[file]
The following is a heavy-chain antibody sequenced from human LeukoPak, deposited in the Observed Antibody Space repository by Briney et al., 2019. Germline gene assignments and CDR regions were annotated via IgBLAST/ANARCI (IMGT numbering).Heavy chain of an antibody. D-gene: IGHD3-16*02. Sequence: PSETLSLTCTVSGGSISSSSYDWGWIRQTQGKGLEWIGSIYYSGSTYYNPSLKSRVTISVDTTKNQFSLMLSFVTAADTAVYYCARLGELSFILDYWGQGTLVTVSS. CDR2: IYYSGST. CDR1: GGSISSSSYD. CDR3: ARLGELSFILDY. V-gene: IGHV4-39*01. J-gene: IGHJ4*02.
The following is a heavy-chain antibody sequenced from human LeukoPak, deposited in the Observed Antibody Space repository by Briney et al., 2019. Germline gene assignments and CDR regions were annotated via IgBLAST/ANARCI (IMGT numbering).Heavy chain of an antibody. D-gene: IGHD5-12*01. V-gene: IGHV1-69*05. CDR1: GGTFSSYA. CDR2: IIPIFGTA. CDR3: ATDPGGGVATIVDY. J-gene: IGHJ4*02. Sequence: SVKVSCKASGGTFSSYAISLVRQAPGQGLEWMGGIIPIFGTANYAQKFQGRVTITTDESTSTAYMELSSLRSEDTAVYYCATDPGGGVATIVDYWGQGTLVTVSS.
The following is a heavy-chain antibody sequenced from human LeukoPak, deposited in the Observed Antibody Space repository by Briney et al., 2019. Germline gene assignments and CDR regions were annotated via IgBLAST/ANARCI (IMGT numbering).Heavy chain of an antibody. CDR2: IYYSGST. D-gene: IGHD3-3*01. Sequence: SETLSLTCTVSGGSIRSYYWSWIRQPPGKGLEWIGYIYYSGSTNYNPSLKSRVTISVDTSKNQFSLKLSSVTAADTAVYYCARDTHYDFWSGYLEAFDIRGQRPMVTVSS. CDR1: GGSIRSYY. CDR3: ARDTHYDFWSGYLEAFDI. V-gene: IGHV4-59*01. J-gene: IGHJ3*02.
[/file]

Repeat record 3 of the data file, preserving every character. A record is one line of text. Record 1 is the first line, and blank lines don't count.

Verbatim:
The following is a heavy-chain antibody sequenced from human LeukoPak, deposited in the Observed Antibody Space repository by Briney et al., 2019. Germline gene assignments and CDR regions were annotated via IgBLAST/ANARCI (IMGT numbering).Heavy chain of an antibody. CDR2: IYYSGST. D-gene: IGHD3-3*01. Sequence: SETLSLTCTVSGGSIRSYYWSWIRQPPGKGLEWIGYIYYSGSTNYNPSLKSRVTISVDTSKNQFSLKLSSVTAADTAVYYCARDTHYDFWSGYLEAFDIRGQRPMVTVSS. CDR1: GGSIRSYY. CDR3: ARDTHYDFWSGYLEAFDI. V-gene: IGHV4-59*01. J-gene: IGHJ3*02.